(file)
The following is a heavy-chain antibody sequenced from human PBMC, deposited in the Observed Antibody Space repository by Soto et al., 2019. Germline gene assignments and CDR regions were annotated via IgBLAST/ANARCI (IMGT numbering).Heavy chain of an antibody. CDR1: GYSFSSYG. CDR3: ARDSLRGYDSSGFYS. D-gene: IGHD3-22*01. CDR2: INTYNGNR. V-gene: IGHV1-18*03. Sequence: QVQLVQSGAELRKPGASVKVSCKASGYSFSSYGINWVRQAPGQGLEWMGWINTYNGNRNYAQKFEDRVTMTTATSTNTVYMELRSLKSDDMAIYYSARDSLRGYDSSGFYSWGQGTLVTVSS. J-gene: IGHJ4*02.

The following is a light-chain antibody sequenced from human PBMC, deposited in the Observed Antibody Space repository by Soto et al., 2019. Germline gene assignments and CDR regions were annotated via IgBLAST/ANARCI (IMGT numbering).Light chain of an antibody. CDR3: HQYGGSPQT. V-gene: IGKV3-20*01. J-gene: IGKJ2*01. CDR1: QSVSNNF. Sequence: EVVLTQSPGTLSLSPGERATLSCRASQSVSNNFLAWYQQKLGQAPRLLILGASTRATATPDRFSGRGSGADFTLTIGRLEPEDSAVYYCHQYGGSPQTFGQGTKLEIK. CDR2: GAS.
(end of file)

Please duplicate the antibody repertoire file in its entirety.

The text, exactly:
The following is a heavy-chain antibody sequenced from human PBMC, deposited in the Observed Antibody Space repository by Soto et al., 2019. Germline gene assignments and CDR regions were annotated via IgBLAST/ANARCI (IMGT numbering).Heavy chain of an antibody. CDR1: GYSFSSYG. CDR3: ARDSLRGYDSSGFYS. D-gene: IGHD3-22*01. CDR2: INTYNGNR. V-gene: IGHV1-18*03. Sequence: QVQLVQSGAELRKPGASVKVSCKASGYSFSSYGINWVRQAPGQGLEWMGWINTYNGNRNYAQKFEDRVTMTTATSTNTVYMELRSLKSDDMAIYYSARDSLRGYDSSGFYSWGQGTLVTVSS. J-gene: IGHJ4*02.

The following is a light-chain antibody sequenced from human PBMC, deposited in the Observed Antibody Space repository by Soto et al., 2019. Germline gene assignments and CDR regions were annotated via IgBLAST/ANARCI (IMGT numbering).Light chain of an antibody. CDR3: HQYGGSPQT. V-gene: IGKV3-20*01. J-gene: IGKJ2*01. CDR1: QSVSNNF. Sequence: EVVLTQSPGTLSLSPGERATLSCRASQSVSNNFLAWYQQKLGQAPRLLILGASTRATATPDRFSGRGSGADFTLTIGRLEPEDSAVYYCHQYGGSPQTFGQGTKLEIK. CDR2: GAS.